Two weeks ago he opened his mouth
Whilst leaning back to let the rain
Pound eagerly into his throat
Tasting the city, he said
Last night my soul came out of its hiding place and
Settled into his right earlobe
Love sounds just like rain, he said

The day I got married
My father crawled into the crease of my eyelid
Competing with stubborn tears for recognition
He licked the inside of my eyelids
It tasted like oodkac and canjeero
If I stop blinking
He might starve

I gave myself away today


*This poem was first published in Public Pool


I fell in love
With the space
In between his thoughts
The homes I re-built
In the gap of his pause
This man I have carried
In my mind and under
My breath, humming
His calls for revolution as often as
Calls for prayer, precise
Brown eyes blackened by the sight
Of death and dying, mourning turns
To moulding body parts rotting in the sun
Wilting like flowers plucked by its root
Children dripping in crayon blood
Learning to point to where it hurts
Before the alphabet
Young girls forced to use their sex
As grenades, throwing themselves from buildings
Instead of inviting demons
Between their legs
The stench of death lingering in earlobes
And buried deep into bellybuttons
Floating in the wombs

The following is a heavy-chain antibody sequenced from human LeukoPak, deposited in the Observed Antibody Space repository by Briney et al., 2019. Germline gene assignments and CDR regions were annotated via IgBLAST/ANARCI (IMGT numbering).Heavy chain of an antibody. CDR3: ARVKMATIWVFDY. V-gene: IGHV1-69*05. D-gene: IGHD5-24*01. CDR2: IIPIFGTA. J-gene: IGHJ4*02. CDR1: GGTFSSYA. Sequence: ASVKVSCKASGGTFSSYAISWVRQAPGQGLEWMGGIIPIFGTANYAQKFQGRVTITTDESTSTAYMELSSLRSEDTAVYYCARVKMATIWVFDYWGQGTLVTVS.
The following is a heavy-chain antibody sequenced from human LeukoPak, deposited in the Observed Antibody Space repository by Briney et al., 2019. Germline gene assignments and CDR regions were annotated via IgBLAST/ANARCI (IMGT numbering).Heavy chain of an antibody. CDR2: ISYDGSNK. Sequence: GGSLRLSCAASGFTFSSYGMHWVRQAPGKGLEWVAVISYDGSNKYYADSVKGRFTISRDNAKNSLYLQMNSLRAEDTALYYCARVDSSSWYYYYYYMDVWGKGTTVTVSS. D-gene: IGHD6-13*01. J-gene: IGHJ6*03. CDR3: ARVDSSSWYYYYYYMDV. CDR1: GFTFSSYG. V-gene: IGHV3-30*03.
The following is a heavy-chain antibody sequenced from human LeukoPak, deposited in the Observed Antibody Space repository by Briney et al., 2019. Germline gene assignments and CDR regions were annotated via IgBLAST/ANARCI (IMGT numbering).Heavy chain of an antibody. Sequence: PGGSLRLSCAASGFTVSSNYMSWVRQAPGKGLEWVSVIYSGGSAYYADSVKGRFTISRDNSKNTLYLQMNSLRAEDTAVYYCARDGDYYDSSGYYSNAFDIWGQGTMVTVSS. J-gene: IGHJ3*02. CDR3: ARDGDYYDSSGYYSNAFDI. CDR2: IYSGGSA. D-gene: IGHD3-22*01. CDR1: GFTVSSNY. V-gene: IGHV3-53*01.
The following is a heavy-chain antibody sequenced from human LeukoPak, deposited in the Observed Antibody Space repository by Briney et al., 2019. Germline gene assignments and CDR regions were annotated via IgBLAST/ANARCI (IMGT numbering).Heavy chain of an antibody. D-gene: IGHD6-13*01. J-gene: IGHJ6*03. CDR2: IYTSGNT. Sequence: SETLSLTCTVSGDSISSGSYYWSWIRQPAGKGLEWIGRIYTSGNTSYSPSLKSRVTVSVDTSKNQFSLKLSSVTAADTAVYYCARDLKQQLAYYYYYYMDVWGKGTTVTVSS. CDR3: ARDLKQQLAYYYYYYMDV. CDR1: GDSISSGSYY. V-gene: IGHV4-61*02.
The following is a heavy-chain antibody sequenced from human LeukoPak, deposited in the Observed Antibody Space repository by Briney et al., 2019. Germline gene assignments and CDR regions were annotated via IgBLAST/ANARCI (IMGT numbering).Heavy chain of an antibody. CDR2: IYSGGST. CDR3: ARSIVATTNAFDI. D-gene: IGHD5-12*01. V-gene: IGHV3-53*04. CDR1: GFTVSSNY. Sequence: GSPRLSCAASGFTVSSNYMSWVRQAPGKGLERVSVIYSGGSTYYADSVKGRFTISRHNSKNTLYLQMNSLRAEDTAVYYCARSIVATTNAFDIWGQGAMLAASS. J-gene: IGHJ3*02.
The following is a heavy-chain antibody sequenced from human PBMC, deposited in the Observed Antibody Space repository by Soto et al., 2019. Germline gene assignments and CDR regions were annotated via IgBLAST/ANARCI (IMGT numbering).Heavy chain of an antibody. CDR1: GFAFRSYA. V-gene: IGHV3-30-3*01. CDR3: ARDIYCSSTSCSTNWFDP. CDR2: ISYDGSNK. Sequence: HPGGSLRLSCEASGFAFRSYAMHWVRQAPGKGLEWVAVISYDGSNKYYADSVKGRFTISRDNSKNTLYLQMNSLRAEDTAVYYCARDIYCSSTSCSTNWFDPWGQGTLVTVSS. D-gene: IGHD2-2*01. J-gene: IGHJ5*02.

Of young mothers
Free-falling down
Every occupied mountain
Whose people still remind the
Earth that they shall not be moved
Hoping that humanity can fall
In love with the space in between
Their dreams and limbs
By carrying their dead close to
Their knees, kneeling
At every call to prayer, wishing that
A mother’s home can be re-built
In the gap of her cries that
Firstborn, only sixteen
Whose forehead carried
The burden of his father’s sorrow
Blown to pieces like a puzzle
Will return in the form of hope
Moaning under the breath
Of a wounded city
That died long before my mother
Was born for me


*This poem was first published in Public Pool

Home Part 1

Home like a swarm of guntiino’s kneeling over
Cooking pots with mouthfuls of coriander
Children gathering close for canjeero flavoured kisses
The air thick with frankincense
Clouding tales of near-deaths and broken hearts
Sorrow tucked away in henna-stained fingernails

*guntiino = traditional Somali dress
*canjeero = Somali pancakes

Being Black part 1

My skin tone takes 3 sessions on the sunbed to achieve

It’s hard to perfect the darkness surrounding my elbows and

Between my legs

There are tones that have never seen sunlight

And yet

I am a black woman, not medium brown or

Medium anything

Full-lipped and stretch-marked so far that even on your tippy toes

I cannot be reached



When it first spills

Scatters hurriedly to corners

Creases on your body

Clings to clothes

With the stench of extremities

Moulding itself around you

Splatters of human matter

Gather on cotton

Crimson brown and sour metallic

A kind of graffiti of hurt

Seven little sad photos